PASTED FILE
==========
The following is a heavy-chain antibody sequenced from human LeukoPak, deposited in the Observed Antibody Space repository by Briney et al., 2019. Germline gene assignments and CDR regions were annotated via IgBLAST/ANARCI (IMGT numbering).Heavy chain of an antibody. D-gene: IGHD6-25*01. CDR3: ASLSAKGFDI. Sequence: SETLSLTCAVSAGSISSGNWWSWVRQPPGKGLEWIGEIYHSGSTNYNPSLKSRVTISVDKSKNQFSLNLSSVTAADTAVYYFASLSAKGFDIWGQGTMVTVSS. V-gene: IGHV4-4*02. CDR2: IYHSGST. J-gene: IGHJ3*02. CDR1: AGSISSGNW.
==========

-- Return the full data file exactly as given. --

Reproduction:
The following is a heavy-chain antibody sequenced from human LeukoPak, deposited in the Observed Antibody Space repository by Briney et al., 2019. Germline gene assignments and CDR regions were annotated via IgBLAST/ANARCI (IMGT numbering).Heavy chain of an antibody. D-gene: IGHD6-25*01. CDR3: ASLSAKGFDI. Sequence: SETLSLTCAVSAGSISSGNWWSWVRQPPGKGLEWIGEIYHSGSTNYNPSLKSRVTISVDKSKNQFSLNLSSVTAADTAVYYFASLSAKGFDIWGQGTMVTVSS. V-gene: IGHV4-4*02. CDR2: IYHSGST. J-gene: IGHJ3*02. CDR1: AGSISSGNW.